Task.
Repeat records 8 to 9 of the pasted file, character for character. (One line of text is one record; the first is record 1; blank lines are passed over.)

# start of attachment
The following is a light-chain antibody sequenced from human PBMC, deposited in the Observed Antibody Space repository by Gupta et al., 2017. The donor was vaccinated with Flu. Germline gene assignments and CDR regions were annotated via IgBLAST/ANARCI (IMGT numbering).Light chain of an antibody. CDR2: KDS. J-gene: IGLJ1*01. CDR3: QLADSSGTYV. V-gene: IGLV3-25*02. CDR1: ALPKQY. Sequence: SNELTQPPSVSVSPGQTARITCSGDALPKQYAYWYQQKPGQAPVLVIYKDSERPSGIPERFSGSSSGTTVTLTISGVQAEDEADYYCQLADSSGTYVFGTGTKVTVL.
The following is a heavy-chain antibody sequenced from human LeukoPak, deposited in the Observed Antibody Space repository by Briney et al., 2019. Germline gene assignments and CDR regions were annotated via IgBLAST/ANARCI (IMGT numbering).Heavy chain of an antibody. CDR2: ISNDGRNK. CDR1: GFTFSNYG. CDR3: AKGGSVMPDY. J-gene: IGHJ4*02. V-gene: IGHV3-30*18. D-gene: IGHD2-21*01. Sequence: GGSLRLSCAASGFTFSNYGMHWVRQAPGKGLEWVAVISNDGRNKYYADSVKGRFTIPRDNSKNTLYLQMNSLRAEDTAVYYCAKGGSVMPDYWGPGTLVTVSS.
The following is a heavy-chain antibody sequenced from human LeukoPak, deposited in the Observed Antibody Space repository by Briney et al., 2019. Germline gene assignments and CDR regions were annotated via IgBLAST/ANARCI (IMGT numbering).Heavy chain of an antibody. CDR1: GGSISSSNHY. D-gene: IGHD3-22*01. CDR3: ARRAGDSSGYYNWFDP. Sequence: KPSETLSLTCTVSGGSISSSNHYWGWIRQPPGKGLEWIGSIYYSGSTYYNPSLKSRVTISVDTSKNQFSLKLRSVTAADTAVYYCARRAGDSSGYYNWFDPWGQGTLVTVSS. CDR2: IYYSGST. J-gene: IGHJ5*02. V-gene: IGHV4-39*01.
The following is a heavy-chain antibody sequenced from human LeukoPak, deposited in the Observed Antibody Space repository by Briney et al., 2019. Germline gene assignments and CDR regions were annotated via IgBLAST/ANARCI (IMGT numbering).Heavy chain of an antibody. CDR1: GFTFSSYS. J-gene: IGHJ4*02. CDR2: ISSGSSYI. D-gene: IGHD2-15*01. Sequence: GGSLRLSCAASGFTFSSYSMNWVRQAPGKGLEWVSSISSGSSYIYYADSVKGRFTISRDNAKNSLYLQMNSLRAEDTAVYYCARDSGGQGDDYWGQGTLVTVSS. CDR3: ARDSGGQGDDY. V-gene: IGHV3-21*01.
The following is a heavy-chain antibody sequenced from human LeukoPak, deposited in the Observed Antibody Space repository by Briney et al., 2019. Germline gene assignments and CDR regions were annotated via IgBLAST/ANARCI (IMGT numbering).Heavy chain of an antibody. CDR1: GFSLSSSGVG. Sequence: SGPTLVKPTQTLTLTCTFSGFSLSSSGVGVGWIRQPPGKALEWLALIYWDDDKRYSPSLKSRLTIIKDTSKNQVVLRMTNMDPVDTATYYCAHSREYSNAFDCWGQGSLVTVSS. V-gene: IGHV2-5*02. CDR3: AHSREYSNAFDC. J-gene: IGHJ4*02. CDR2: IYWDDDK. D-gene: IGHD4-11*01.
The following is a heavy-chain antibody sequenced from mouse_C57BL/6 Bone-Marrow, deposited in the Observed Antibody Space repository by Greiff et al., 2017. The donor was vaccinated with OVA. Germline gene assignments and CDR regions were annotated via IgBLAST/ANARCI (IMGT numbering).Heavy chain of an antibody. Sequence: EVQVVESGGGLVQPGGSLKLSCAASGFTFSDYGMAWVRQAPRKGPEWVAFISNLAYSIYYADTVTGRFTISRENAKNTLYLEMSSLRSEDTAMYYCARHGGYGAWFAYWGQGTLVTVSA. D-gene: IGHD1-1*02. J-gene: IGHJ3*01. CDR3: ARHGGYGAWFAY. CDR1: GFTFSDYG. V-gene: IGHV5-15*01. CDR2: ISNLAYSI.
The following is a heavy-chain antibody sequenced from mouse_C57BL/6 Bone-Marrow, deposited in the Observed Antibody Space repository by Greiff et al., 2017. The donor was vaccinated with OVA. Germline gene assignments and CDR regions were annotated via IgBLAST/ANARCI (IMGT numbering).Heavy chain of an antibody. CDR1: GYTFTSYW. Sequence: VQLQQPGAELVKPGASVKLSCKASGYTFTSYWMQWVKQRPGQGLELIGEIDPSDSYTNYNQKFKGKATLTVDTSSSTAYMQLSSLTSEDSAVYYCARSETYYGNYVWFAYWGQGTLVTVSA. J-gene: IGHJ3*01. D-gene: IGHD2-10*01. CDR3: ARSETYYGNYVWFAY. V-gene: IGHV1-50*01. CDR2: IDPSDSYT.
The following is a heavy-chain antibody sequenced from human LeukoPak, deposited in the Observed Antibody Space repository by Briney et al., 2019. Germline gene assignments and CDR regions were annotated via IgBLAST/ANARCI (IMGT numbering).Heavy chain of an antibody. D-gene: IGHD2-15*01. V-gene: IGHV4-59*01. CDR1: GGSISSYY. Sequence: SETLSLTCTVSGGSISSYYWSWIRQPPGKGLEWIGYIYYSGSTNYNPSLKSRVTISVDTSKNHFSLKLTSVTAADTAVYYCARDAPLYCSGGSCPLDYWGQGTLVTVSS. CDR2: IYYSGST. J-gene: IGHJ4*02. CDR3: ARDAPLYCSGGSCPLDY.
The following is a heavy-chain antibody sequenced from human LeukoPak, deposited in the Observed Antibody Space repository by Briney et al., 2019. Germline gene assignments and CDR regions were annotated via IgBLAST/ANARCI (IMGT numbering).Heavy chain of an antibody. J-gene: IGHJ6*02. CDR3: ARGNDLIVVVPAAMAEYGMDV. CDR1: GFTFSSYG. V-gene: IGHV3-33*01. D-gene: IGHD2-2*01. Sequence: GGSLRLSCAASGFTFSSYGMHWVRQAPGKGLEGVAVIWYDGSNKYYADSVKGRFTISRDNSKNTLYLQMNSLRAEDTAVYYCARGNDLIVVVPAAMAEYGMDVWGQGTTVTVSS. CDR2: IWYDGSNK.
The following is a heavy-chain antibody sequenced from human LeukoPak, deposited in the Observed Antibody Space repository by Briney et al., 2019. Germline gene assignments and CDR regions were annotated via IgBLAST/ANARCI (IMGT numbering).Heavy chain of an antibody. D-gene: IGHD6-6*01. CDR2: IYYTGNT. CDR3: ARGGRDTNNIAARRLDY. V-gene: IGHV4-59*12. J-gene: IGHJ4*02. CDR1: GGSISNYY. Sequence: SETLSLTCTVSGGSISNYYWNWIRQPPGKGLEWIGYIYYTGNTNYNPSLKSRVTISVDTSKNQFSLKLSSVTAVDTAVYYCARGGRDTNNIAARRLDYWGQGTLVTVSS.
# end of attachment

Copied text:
The following is a heavy-chain antibody sequenced from human LeukoPak, deposited in the Observed Antibody Space repository by Briney et al., 2019. Germline gene assignments and CDR regions were annotated via IgBLAST/ANARCI (IMGT numbering).Heavy chain of an antibody. D-gene: IGHD2-15*01. V-gene: IGHV4-59*01. CDR1: GGSISSYY. Sequence: SETLSLTCTVSGGSISSYYWSWIRQPPGKGLEWIGYIYYSGSTNYNPSLKSRVTISVDTSKNHFSLKLTSVTAADTAVYYCARDAPLYCSGGSCPLDYWGQGTLVTVSS. CDR2: IYYSGST. J-gene: IGHJ4*02. CDR3: ARDAPLYCSGGSCPLDY.
The following is a heavy-chain antibody sequenced from human LeukoPak, deposited in the Observed Antibody Space repository by Briney et al., 2019. Germline gene assignments and CDR regions were annotated via IgBLAST/ANARCI (IMGT numbering).Heavy chain of an antibody. J-gene: IGHJ6*02. CDR3: ARGNDLIVVVPAAMAEYGMDV. CDR1: GFTFSSYG. V-gene: IGHV3-33*01. D-gene: IGHD2-2*01. Sequence: GGSLRLSCAASGFTFSSYGMHWVRQAPGKGLEGVAVIWYDGSNKYYADSVKGRFTISRDNSKNTLYLQMNSLRAEDTAVYYCARGNDLIVVVPAAMAEYGMDVWGQGTTVTVSS. CDR2: IWYDGSNK.